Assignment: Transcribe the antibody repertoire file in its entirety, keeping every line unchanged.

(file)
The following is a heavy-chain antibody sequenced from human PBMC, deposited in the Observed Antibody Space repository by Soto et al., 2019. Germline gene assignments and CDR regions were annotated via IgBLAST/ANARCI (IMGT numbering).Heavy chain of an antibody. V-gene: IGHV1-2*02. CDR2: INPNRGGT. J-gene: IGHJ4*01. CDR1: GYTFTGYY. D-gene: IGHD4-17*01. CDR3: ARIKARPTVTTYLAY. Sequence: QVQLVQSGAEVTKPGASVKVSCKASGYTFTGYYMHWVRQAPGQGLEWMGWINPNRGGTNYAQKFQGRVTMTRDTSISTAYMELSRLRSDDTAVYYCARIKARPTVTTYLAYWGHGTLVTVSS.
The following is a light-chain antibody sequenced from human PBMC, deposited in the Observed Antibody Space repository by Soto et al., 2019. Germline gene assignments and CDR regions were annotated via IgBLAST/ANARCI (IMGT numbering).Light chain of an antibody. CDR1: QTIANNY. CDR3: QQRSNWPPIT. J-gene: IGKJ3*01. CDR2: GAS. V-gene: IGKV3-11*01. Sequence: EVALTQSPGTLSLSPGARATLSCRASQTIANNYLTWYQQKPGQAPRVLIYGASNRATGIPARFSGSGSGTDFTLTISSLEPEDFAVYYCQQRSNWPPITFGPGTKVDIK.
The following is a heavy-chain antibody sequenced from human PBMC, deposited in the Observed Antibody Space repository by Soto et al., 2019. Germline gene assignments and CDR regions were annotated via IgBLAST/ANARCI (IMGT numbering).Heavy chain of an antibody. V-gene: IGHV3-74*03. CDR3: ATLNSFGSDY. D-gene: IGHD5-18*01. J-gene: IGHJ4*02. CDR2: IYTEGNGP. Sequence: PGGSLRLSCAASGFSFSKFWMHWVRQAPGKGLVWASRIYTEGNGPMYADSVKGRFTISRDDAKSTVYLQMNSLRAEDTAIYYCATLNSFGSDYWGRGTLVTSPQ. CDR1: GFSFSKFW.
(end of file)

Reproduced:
The following is a heavy-chain antibody sequenced from human PBMC, deposited in the Observed Antibody Space repository by Soto et al., 2019. Germline gene assignments and CDR regions were annotated via IgBLAST/ANARCI (IMGT numbering).Heavy chain of an antibody. V-gene: IGHV1-2*02. CDR2: INPNRGGT. J-gene: IGHJ4*01. CDR1: GYTFTGYY. D-gene: IGHD4-17*01. CDR3: ARIKARPTVTTYLAY. Sequence: QVQLVQSGAEVTKPGASVKVSCKASGYTFTGYYMHWVRQAPGQGLEWMGWINPNRGGTNYAQKFQGRVTMTRDTSISTAYMELSRLRSDDTAVYYCARIKARPTVTTYLAYWGHGTLVTVSS.
The following is a light-chain antibody sequenced from human PBMC, deposited in the Observed Antibody Space repository by Soto et al., 2019. Germline gene assignments and CDR regions were annotated via IgBLAST/ANARCI (IMGT numbering).Light chain of an antibody. CDR1: QTIANNY. CDR3: QQRSNWPPIT. J-gene: IGKJ3*01. CDR2: GAS. V-gene: IGKV3-11*01. Sequence: EVALTQSPGTLSLSPGARATLSCRASQTIANNYLTWYQQKPGQAPRVLIYGASNRATGIPARFSGSGSGTDFTLTISSLEPEDFAVYYCQQRSNWPPITFGPGTKVDIK.
The following is a heavy-chain antibody sequenced from human PBMC, deposited in the Observed Antibody Space repository by Soto et al., 2019. Germline gene assignments and CDR regions were annotated via IgBLAST/ANARCI (IMGT numbering).Heavy chain of an antibody. V-gene: IGHV3-74*03. CDR3: ATLNSFGSDY. D-gene: IGHD5-18*01. J-gene: IGHJ4*02. CDR2: IYTEGNGP. Sequence: PGGSLRLSCAASGFSFSKFWMHWVRQAPGKGLVWASRIYTEGNGPMYADSVKGRFTISRDDAKSTVYLQMNSLRAEDTAIYYCATLNSFGSDYWGRGTLVTSPQ. CDR1: GFSFSKFW.